After the 19th century, very different worldview comes to dominate. It’s the idea that not in the beginning — there wasn’t a beginning, because matter and energy were from the beginning, they were from eternity past, and they arranged themselves. So this is the materialist credo that is opposite of the Johannine Prologue in the Gospel. This is how you might say it, it’s from eternity past for the particles. The particles and the energy arranged themselves and they became a complex living cell, the first complex living stuff, and that cell then evolved by undirected Darwinian processes to become more complex forms of life, and one of those evolving forms eventually developed conscious awareness and thought of, or conceived of the idea of God.
So there is God in the materialistic worldview, but only God as a concept or an idea in the mind of human beings. So do you see how these worldviews are diametrically opposite? The one starts with matter and ends with consciousness and the idea of God, but only God as an idea, a fiction. The other starts with God who creates the material universe, shapes it, and brings us and our conscious awareness in His image, into being. They are exactly opposite. Do you understand why some sociologists today say there is a culture clash, a culture war in America? It’s not really a war. It’s an idea contest, okay? The bad news for people of the Judeo-Christian theistic persuasion is that the materialistic worldview dominates the elite culture today. I’m talking about the universities, the public research universities, the science institutes, the law schools, the courts, the media, and oh my could I had tell you stories, and even the seminaries are deeply affected by this materialistic or naturalistic point of view.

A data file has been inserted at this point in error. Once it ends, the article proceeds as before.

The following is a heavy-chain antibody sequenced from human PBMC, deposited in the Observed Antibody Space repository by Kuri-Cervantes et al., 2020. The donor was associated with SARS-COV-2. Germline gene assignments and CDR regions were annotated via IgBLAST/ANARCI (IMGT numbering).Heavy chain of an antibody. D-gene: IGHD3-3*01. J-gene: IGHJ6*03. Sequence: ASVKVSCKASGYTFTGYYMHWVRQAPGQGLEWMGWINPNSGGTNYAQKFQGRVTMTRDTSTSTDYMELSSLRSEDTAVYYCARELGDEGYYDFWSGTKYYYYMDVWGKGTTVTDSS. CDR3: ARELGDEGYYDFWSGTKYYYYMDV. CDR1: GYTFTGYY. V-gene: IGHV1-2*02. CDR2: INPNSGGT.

Now the good news is, if you are of Judeo Christian persuasion — I’m assuming everyone is here today, let’s just call it the news, then. The science that gave rise to this materialistic view at the end of the 19th century has been and is being supplanted by amazing discoveries that have very different implications, implications that are decidedly nonmaterialistic pointing in a frankly theistic direction so much so that I call this shift in intellectual perspective as a result of these scientific discoveries the return of the God hypothesis. In the time we have left today I want to tell you about three major scientific discoveries, or classes of discovery — this is just a visual of the materialistic worldview. The disk is the material universe. The idea is that you have the laws of nature but nothing beyond the universe, no transcendent reality, no mind, no creator, no intelligence, no purpose of intelligence of any kind.